Every seam must be exactly right before Ma would let her make another, and often Laura worked several days on one short seam.
—On the Banks of Plum Creek
With the so many country-style fabrics available at your local fabric shop, it’s now possible to make some beautiful prairie dresses and sunbonnets that look authentic as well as adorable. See how one seamstress took simple fabrics and simple patterns from McCalls #7220 to create a look that evokes everything we love about Little House.
Follow the pattern directions to determine the amount of fabric needed. If you make the apron as well as the dress, you’ll need additional fabric, so decide which pieces you’re going to make. Pick up the amount of fabric that you need, depending on the size of your dress.
Carefully cut out the pattern pieces according to the directions. Remember the old saying, “Measure twice, cut once.” to prevent mistakes in sewing!
The yoke dress pattern can be worn by itself with a matching bonnet as in this simple prairie girl’s outfit below.
Or pair it with a coordinating apron as shown in this adult’s version below.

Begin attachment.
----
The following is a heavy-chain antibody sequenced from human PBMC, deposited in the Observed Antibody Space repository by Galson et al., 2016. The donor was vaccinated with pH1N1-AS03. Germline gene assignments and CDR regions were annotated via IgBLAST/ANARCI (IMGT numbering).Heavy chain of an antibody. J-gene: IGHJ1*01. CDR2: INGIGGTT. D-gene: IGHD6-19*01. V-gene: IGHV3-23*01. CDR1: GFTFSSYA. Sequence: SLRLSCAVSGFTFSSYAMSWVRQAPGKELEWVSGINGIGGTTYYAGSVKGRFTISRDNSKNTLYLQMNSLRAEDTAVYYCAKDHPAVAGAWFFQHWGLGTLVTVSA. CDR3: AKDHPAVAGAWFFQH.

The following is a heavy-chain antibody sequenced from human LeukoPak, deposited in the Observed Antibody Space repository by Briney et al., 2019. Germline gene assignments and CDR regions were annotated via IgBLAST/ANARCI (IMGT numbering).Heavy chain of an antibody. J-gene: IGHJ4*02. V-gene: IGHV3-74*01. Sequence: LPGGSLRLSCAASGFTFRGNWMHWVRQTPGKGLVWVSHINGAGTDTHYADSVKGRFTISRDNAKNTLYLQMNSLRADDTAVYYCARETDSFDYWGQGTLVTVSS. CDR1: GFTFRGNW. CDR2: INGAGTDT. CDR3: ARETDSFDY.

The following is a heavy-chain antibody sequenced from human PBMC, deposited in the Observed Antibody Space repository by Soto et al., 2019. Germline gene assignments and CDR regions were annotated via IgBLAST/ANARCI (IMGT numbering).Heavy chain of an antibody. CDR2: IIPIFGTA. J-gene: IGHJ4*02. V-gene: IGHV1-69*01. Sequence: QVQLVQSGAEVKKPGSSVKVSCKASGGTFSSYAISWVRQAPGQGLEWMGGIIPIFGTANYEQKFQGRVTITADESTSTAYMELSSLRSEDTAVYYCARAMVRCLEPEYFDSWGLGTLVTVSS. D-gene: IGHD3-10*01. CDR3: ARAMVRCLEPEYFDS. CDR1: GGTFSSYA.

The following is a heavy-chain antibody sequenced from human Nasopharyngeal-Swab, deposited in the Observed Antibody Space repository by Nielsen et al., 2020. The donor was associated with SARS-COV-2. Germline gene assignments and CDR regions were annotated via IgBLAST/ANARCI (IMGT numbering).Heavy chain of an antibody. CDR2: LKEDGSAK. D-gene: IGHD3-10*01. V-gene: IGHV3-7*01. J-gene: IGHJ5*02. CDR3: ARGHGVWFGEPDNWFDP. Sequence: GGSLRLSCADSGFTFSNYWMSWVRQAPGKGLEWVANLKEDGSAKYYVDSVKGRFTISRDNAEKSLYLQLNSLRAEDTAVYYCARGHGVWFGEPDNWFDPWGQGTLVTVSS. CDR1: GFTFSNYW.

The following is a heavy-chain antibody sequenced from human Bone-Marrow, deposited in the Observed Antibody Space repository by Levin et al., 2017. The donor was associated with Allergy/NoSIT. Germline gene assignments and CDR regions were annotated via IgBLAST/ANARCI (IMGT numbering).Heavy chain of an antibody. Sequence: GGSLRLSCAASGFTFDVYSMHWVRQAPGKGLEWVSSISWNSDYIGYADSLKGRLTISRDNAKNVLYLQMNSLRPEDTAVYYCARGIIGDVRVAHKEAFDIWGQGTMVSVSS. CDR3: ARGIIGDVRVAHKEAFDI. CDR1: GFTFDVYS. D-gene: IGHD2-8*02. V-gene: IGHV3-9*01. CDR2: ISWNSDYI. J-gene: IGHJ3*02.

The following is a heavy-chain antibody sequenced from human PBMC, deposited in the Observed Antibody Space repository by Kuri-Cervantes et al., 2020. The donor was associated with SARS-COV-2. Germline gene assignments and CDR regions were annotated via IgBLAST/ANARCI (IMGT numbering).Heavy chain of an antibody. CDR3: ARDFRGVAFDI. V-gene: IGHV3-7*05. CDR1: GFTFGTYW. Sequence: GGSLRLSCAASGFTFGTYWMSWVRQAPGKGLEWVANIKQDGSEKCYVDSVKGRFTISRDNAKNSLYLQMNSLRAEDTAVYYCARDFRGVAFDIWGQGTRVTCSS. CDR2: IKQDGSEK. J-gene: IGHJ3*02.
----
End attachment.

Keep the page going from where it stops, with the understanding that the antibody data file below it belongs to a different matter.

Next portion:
Both dresses are perfect for a Little House on the Prairie-inspired day of fun or a variety of occasions.
If you’re heading to a one-room schoolhouse or Little House on the Prairie location.
These are perfect when you need a historic Halloween costume or just feel like dressing up!
Have you ever dressed up like Laura, Mary, Ma, or Pa? We’d love to see your costumes! Share them with us on our Facebook page, Twitter, or on Instagram using the hashtag #LittleHouseMoment. Need more inspiration? Follow us on Pinterest to create and connect with other pioneer spirits.
Photos by J Ray Fine Art Photography.
Mother of five living in rural Oklahoma with her husband and children, Angela is the Founder of Untrained Housewife, co-founder of the Homestead Bloggers Network and Organic Gardening expert at About.com. She is the author of Backyard Farming on an Acre (More or Less), as well as several other books, all with the common theme of helping people embrace the journey towards self-sufficiency.